NYC Beaches Wayfinding and Signage

Hitting the Beach

In the wake of Hurricane Sandy, Pentagram builds a stronger-than-ever identity for New York City’s public beaches.

Design intervention in the wake of a natural disaster can be a tricky proposition. Emotions run high. Resources are scarce. Environmental restoration seems insurmountable. Efforts to rebuild, though admirable, can be fragmented, unorganized, and politically charged. It’s hard to know where to start.

Such was the challenge posed by Hurricane Sandy after it ripped across the Eastern Seaboard in late October 2012, resulting in hundreds of fatalities and $68 billion in damages. The destruction was particularly pronounced in New York City. The storm crippled the city’s infrastructure where it made contact with land: more than 14 miles of beaches, as well as the boardwalks, one of New York City’s most enduring architectural symbols.

“The boardwalks were gone and everyone was depressed about it,” explains Pentagram Partner Paula Scher. Just weeks after the hurricane, she was hired by the New York City Department of Parks and Recreation to create new signage and environmental graphics to help welcome New Yorkers back to their beloved beaches.

Scher’s starting point for the project? “What is left is the beach, and that is still pretty great. So we focused on the positive.”

The interventions, including new identity signage, wayfinding, and pavilion graphics, were completed in time for New Yorkers to hit the beach for the 2013 season.

Design to the rescue

Following the devastation of the storm, Mayor Michael Bloomberg wanted the beach communities to know they hadn’t been forgotten. The beaches had always served as an economic engine and an entertainment zone, drawing more than 20 million visitors the previous season. Sensing the urgency to get back on track, Bloomberg made a bold promise to reopen the city’s eight public beaches by Memorial Day weekend, just seven months after the storm. It was a massive undertaking, with a much faster timeline than most capital projects, and in many ways, with much more riding on it. Before restoration work could even begin, 430 million tons of debris were cleared from the beaches, and the U.S. Army Corp of Engineers placed 4.5 million cubic yards of new sand.

If restoring community pride in the city’s natural assets wasn’t enough of a challenge, Scher, in collaboration with a large team of architects and designers (including Garrison Architects on the modular lifeguard and restroom stations, Sage and Coombe Architects on the revamped pavilions, Mathews Nielsen Landscape Architects on shoreline repair and access, and McLaren Engineering Group on shoreline repair and project management) had just five months from the start of the project to complete the initial implementation. The scope included 14 entrances at the Rockaways (Queens), two at Coney Island (Brooklyn), two at Brighton (Brooklyn), one at Manhattan (Brooklyn), one at Wolfe’s Pond (Staten Island), one at Cedar Grove (Staten Island), and two at Midland Beach. These represented only a portion of the total number of beach entrances under the 14-mile jurisdiction of NYC Parks.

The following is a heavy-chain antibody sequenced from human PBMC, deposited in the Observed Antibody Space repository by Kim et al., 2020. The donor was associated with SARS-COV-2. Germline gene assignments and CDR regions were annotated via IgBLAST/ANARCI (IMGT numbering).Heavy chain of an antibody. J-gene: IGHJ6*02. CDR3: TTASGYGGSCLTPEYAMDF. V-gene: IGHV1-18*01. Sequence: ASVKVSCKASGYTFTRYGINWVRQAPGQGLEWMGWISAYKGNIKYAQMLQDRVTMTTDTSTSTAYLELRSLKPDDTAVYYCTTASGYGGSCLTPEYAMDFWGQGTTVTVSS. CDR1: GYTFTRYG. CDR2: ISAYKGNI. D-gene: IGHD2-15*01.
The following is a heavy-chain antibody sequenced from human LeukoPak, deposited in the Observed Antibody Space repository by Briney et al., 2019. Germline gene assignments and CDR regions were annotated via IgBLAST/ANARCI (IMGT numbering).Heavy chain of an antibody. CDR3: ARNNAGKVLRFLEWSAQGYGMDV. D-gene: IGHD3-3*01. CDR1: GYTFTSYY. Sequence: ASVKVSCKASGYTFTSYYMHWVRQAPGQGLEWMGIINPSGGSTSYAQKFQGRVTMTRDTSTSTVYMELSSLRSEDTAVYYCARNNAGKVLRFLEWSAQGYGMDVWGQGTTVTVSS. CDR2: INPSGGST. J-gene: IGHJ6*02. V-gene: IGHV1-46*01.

Responding to a highly charged catastrophe marked new territory for Scher, but she and her team applied the same rigor and approach as with any other project, outlining the conditions that had to be addressed and the audience that had to be reached. In this case, a prioritized list emerged.

“Design should help repair communities by first helping to make things function, then to make the situation more pleasant for residents aesthetically and emotionally, and help set the conditions for appropriate economic and social development.”

Wayfinding for a new reality

Wayfinding became a critical component of the rebuilding strategy. With much of the boardwalks and signage washed away, the sand dunes displaced, and the rules shifting due to beach closures, beachgoers had to reorient themselves to the new coastline. Scher’s team accomplished this through three basic sign types: identification signs, marker signs, and regulation signs.

The freestanding identification signs feature post-Sandy photographs of the beach, taken at the exact location of the sign. Scher wanted to invoke a sense of place. In essence, the commissioned photographs create new memories for the next generation of beachgoers, while the signs’ blue and yellow color scheme references the salient features of the beach: sky and water.

“I thought the signs couldn’t be just street signs. They are what I call emotional signage or a systematic poster system,” says Scher. “They are a hybrid between a poster and a sign.”

Knowing feelings of nostalgia played into visitors’ associations with the beaches, Scher also designed a few identification signs with old pictures of the pier and Coney Island. But she kept historic imagery to a minimum, drawing attention to what is there now, instead of what was.